Ask Your Preacher
James 5:14 talks about praying for someone who is sick and "anointing him with oil in the name of the Lord." I frequently hear of people praying for the sick today, but I've never seen the elders of a church anoint a sick person with oil. Why don't we continue this practice today?
Sincerely, Olives On My Mind
Dear Olives On My Mind,
Anointing with oil was a medicinal practice to remove pain and speed up the healing of a sick person. Olive oil was used in the first century for everything from food to alleviating sunburns. We have to understand the statement in the context of the culture in which it was written. A first century christian would have understood James 5:14 as a call to prayer and a call to make sure the medical needs were taken care of for the ill person.
It is very similar to an earlier statement by James concerning faith and works. In Jas 2:14-17, James addresses the problem of a person that offers kind words without doing what they can to help another. An elder that prayed for a sick christian but didn’t use his authority within the church to get the needy person the necessary medical attention would have been neglecting his duties to shepherd the flock (1 Pet 5:2). Today, we don’t use olive oil to meet people’s medical needs, but the principle of doing what we can to care for them still applies.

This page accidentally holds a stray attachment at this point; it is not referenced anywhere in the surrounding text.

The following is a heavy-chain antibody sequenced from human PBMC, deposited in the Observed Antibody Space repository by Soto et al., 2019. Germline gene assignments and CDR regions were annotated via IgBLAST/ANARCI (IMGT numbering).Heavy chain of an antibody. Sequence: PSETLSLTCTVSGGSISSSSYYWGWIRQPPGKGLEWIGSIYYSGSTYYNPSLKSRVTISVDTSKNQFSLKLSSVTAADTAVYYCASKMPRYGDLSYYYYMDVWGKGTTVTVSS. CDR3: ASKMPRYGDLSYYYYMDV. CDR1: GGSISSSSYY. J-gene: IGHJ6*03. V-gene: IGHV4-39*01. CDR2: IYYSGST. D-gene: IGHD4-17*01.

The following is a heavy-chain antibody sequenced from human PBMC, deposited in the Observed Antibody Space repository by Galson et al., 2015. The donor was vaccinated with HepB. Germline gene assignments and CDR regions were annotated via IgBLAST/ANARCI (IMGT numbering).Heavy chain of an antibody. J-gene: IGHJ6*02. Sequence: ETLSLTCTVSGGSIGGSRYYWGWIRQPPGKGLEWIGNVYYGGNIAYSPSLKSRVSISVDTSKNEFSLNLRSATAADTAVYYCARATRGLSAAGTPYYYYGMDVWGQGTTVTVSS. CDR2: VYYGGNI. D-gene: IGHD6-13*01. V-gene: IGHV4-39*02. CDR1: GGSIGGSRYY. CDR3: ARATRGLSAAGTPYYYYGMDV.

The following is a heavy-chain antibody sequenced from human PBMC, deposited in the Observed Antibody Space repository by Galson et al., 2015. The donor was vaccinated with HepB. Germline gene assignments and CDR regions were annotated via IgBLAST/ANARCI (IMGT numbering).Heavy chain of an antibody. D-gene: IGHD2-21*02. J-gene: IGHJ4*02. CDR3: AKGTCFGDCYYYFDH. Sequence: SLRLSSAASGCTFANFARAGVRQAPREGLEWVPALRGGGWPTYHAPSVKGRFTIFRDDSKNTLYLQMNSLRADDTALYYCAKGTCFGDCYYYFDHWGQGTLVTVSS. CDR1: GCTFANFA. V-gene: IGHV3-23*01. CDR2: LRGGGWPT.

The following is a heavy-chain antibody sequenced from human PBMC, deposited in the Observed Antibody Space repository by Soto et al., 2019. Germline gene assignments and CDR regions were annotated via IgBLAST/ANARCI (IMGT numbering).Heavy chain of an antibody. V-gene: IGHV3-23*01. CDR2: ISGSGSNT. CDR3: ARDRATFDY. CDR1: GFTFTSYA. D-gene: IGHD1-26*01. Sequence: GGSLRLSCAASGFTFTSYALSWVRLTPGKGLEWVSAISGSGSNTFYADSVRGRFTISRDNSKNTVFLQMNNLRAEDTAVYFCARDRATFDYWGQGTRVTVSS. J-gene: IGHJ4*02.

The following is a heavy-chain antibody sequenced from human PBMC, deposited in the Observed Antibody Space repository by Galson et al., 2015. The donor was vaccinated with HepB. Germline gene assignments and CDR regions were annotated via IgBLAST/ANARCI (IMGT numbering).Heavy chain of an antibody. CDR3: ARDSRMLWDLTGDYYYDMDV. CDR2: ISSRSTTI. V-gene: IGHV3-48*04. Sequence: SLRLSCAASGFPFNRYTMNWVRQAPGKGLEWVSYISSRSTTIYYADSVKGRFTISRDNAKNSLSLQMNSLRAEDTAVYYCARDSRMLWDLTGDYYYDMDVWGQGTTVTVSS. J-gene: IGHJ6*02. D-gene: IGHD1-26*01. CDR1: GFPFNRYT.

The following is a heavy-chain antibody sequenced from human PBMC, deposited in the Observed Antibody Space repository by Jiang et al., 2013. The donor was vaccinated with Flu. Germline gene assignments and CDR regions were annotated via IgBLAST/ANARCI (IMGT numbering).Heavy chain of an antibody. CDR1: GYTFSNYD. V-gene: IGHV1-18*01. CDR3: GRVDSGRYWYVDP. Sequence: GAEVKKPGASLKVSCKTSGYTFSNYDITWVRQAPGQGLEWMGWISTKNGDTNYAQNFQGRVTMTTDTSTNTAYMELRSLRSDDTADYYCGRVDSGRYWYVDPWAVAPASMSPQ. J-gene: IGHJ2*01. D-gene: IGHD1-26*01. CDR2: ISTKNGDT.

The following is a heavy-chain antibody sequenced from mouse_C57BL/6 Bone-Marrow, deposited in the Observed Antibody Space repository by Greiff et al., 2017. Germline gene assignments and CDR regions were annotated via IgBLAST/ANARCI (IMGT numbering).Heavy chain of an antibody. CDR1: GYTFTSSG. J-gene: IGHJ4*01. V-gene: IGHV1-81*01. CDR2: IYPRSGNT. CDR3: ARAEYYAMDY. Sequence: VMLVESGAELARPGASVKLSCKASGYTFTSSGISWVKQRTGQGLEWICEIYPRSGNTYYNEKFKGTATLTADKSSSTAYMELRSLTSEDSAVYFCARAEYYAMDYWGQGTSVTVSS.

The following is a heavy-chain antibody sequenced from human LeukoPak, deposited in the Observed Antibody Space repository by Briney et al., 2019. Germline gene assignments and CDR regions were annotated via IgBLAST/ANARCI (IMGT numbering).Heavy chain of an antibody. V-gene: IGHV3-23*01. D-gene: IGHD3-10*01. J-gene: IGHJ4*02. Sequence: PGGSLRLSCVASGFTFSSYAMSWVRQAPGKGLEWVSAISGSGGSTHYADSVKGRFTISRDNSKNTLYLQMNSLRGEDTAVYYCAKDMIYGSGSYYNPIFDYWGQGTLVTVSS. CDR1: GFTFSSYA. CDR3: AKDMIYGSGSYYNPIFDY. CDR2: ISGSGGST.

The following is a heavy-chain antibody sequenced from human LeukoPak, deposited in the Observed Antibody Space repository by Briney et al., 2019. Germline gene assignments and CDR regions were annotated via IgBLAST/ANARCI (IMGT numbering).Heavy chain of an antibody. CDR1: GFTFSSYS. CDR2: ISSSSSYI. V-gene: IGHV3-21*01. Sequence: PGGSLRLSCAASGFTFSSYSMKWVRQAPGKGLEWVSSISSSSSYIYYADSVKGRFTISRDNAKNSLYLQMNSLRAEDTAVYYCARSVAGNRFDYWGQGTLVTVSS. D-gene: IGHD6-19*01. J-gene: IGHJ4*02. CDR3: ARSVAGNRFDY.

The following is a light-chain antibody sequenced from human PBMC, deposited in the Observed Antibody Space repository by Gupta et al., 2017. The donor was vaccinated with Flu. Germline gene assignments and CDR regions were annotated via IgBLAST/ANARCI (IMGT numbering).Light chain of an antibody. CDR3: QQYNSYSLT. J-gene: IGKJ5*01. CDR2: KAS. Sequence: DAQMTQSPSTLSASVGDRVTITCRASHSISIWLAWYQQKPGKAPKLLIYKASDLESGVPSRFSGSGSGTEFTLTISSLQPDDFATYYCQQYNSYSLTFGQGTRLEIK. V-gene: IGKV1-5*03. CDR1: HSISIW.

Why did God give the Ten Commandments to the Jewish people and didn't save them for the Christians?
Feeling Less Than A Ten
Dear Feeling Less Than A Ten,
God gave nine of those ten commandments to Christians, too. Christians do obey nine of the ‘Ten Commandments’ because Christ thought nine of them were worth keeping in the New Testament.
- Thou shalt not have any other god before me (Ex 20:3, 1 Cor 10:14)
- Thou shalt not make graven images or bow down to them (Ex 20:4-5, 1 Jhn 5:21)
- Thou shalt not take God’s name in vain (Ex 20:7, Heb 12:28)
- Honor thy father and mother (Ex 20:12, Eph 6:1-2)
- Thou shalt not kill (Ex 20:13, 1 Pet 4:15)
- Thou shalt not commit adultery (Ex 20:14, Heb 13:4)
- Thou shalt not steal (Ex 20:15, Eph 4:28)